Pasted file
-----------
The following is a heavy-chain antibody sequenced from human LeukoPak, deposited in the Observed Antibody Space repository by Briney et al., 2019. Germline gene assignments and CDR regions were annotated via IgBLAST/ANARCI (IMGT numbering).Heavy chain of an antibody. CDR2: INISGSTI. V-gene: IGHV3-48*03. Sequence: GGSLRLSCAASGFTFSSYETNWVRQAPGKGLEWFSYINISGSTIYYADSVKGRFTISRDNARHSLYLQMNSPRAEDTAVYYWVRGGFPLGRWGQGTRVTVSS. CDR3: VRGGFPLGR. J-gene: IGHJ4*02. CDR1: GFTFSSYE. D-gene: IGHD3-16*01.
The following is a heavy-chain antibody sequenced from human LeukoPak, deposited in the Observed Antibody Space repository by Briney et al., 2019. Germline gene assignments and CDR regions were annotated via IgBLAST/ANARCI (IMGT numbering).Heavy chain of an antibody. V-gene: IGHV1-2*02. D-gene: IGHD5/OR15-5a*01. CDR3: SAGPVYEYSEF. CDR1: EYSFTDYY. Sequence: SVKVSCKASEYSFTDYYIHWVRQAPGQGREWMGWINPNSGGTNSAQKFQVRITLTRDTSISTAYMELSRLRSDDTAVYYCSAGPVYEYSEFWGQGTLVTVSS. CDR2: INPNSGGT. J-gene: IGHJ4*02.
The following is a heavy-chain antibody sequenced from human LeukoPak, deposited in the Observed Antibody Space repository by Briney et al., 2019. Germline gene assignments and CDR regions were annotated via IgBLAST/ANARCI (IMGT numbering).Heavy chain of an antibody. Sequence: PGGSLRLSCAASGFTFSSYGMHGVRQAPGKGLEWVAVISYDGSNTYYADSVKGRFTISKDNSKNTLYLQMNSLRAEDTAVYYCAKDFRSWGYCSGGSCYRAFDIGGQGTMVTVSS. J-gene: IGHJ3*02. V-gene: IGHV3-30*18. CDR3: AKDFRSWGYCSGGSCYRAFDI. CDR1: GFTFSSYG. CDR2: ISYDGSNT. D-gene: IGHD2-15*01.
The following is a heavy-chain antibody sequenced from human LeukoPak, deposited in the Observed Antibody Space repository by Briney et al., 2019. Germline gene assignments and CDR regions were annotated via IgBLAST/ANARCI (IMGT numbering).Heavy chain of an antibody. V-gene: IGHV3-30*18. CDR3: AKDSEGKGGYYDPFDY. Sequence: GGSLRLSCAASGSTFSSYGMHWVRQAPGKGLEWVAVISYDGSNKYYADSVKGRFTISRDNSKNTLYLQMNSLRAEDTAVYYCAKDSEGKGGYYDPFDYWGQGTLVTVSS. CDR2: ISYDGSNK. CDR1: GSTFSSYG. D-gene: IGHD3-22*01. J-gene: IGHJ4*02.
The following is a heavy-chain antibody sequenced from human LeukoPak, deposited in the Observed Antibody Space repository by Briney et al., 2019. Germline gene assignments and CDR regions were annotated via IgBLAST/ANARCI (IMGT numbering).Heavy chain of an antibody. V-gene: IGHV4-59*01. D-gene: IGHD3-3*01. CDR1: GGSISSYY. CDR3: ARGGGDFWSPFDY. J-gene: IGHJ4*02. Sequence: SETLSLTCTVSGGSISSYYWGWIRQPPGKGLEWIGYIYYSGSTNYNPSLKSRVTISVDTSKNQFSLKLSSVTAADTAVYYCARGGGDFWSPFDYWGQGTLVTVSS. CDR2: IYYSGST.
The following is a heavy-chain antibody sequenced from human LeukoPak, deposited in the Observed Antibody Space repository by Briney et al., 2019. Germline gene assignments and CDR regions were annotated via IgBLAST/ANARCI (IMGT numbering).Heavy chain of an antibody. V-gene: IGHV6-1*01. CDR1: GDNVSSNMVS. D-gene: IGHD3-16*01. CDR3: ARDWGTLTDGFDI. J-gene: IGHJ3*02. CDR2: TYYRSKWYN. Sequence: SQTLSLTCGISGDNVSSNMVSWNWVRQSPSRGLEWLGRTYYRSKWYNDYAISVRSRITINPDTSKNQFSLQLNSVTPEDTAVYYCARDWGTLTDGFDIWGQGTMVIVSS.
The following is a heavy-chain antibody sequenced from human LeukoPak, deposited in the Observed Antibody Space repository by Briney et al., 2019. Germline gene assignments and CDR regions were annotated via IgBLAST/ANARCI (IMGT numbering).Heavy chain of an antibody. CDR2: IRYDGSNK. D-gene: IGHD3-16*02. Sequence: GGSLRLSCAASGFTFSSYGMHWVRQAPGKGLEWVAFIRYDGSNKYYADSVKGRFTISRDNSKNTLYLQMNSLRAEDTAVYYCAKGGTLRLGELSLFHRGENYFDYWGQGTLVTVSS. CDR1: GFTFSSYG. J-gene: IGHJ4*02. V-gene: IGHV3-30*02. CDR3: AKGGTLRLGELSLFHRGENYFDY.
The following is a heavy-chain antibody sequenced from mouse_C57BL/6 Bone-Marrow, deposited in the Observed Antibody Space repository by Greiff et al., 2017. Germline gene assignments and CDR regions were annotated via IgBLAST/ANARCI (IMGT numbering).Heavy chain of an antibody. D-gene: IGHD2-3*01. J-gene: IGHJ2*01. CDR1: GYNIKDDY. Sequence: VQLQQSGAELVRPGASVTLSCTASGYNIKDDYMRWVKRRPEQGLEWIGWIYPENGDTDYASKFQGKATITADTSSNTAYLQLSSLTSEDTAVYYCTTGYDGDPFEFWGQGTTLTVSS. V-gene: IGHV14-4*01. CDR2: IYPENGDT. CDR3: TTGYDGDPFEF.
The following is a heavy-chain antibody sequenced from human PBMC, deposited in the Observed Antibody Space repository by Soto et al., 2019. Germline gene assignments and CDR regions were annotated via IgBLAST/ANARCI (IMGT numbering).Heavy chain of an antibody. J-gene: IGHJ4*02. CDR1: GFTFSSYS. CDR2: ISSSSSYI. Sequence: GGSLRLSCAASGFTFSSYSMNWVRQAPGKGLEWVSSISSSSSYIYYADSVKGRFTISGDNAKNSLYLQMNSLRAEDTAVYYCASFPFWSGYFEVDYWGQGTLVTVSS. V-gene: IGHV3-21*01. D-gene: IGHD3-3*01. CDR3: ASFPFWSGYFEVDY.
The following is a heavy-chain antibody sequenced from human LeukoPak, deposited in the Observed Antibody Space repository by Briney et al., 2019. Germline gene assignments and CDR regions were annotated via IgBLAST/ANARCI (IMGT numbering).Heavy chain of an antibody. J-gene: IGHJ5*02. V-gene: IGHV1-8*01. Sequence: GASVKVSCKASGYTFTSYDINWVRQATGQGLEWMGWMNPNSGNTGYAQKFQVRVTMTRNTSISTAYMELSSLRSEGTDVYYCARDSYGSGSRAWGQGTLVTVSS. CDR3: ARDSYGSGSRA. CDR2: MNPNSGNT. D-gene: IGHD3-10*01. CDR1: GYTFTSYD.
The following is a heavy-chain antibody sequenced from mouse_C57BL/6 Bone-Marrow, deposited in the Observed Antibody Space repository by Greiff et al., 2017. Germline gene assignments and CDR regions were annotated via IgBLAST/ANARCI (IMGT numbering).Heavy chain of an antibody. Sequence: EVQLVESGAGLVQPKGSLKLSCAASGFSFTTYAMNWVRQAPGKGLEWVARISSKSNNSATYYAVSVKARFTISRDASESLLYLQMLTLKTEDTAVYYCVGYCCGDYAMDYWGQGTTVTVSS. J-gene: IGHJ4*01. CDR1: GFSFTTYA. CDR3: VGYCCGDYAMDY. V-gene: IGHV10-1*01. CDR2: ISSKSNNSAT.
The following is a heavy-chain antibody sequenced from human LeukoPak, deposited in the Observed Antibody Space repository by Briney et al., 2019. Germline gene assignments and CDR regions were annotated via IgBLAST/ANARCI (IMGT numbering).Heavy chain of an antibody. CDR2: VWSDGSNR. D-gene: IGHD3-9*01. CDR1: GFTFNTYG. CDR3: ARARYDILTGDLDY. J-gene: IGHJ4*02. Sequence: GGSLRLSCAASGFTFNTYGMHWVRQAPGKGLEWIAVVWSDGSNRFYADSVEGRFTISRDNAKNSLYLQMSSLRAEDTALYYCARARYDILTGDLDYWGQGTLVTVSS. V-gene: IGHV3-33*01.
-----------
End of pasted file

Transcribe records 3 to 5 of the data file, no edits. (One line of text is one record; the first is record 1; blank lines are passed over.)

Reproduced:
The following is a heavy-chain antibody sequenced from human LeukoPak, deposited in the Observed Antibody Space repository by Briney et al., 2019. Germline gene assignments and CDR regions were annotated via IgBLAST/ANARCI (IMGT numbering).Heavy chain of an antibody. Sequence: PGGSLRLSCAASGFTFSSYGMHGVRQAPGKGLEWVAVISYDGSNTYYADSVKGRFTISKDNSKNTLYLQMNSLRAEDTAVYYCAKDFRSWGYCSGGSCYRAFDIGGQGTMVTVSS. J-gene: IGHJ3*02. V-gene: IGHV3-30*18. CDR3: AKDFRSWGYCSGGSCYRAFDI. CDR1: GFTFSSYG. CDR2: ISYDGSNT. D-gene: IGHD2-15*01.
The following is a heavy-chain antibody sequenced from human LeukoPak, deposited in the Observed Antibody Space repository by Briney et al., 2019. Germline gene assignments and CDR regions were annotated via IgBLAST/ANARCI (IMGT numbering).Heavy chain of an antibody. V-gene: IGHV3-30*18. CDR3: AKDSEGKGGYYDPFDY. Sequence: GGSLRLSCAASGSTFSSYGMHWVRQAPGKGLEWVAVISYDGSNKYYADSVKGRFTISRDNSKNTLYLQMNSLRAEDTAVYYCAKDSEGKGGYYDPFDYWGQGTLVTVSS. CDR2: ISYDGSNK. CDR1: GSTFSSYG. D-gene: IGHD3-22*01. J-gene: IGHJ4*02.
The following is a heavy-chain antibody sequenced from human LeukoPak, deposited in the Observed Antibody Space repository by Briney et al., 2019. Germline gene assignments and CDR regions were annotated via IgBLAST/ANARCI (IMGT numbering).Heavy chain of an antibody. V-gene: IGHV4-59*01. D-gene: IGHD3-3*01. CDR1: GGSISSYY. CDR3: ARGGGDFWSPFDY. J-gene: IGHJ4*02. Sequence: SETLSLTCTVSGGSISSYYWGWIRQPPGKGLEWIGYIYYSGSTNYNPSLKSRVTISVDTSKNQFSLKLSSVTAADTAVYYCARGGGDFWSPFDYWGQGTLVTVSS. CDR2: IYYSGST.